Photo courtesy of ARA
Read More:Nature’s National Treasures at Risk
September 8th, 2009 - Gerald "Gerry" Pugliese
Check that photo out. It was snapped in Norway and many are saying it looks like a forlorn Mother Nature crying a river of tears, but is it really a desperate plea by Mother Earth or just an eerie coincidence. What do you think?
Personally, I don’t believe in bleeding statues or saints popping up in burnt toast. So to me, this is coincidental and not anything supernatural, which leads me to another question. Should eco-groups embrace this for ad campaign?
Via the Daily Mail.
Image credit: SpecialistStock / Barcoft Media
Read More:Glaciers are Melting in Norway – Mother Nature is Crying
September 7th, 2009 - Barbara Feiner
A former Miss Denmark, Helena Christensen is perhaps best known as a magazine cover model and Revlon spokesmodel.
Now a successful photographer and environmental activist, she recently traveled to Peru—her mother’s native country—to document the serious effects of global warming.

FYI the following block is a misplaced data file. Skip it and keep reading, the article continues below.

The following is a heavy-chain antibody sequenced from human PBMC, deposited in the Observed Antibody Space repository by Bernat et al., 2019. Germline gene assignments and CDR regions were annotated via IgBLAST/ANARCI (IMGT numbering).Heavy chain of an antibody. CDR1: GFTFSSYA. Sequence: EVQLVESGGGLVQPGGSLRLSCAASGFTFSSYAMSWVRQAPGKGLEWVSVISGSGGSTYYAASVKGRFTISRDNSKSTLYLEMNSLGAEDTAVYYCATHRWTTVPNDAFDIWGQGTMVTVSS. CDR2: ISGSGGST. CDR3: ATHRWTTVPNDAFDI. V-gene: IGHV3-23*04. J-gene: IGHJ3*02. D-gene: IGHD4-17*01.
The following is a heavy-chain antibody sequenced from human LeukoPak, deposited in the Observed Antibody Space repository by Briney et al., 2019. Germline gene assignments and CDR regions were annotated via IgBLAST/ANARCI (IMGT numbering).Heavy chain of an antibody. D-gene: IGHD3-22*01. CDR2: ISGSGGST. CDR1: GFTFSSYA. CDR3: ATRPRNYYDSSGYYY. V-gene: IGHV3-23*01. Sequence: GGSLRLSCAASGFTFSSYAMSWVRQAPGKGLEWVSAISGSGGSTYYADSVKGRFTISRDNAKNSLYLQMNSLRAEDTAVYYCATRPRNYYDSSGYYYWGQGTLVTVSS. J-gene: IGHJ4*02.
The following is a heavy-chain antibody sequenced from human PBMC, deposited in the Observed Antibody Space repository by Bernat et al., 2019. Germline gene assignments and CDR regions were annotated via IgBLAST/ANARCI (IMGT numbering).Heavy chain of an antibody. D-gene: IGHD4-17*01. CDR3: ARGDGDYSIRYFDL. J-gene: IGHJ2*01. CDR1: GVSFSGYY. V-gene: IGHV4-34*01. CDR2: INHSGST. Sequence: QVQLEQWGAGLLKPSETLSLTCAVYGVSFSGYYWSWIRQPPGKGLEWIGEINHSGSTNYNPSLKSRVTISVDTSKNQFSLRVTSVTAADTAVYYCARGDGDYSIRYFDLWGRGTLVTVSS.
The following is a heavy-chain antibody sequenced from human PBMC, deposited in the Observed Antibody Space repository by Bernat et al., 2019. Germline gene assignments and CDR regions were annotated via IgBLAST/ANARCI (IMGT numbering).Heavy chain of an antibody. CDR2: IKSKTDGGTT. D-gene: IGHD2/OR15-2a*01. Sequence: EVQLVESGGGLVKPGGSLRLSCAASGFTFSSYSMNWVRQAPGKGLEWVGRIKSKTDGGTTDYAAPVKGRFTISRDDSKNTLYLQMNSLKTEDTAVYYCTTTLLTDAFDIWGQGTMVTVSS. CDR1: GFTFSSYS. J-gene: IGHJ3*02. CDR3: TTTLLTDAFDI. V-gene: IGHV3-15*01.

“The impacts of climate change are extremely severe in the areas we visited,” says Christensen, who traveled with Oxfam. “The farmers we met and talked to are already living very hard lives and are now being forced to adapt to the effects of the rapidly changing climate.
“One of the women I spoke to, Elizabeth Ayma, told me that because rainfall is less frequent now and impossible to predict due to the climate changes, this is having a huge effect on crop production,” she adds. “As a result, her family has less food to eat and less produce to sell, resulting in her not being able to afford her children’s school fees. The lack of nutritional vegetables also affects her family’s health.”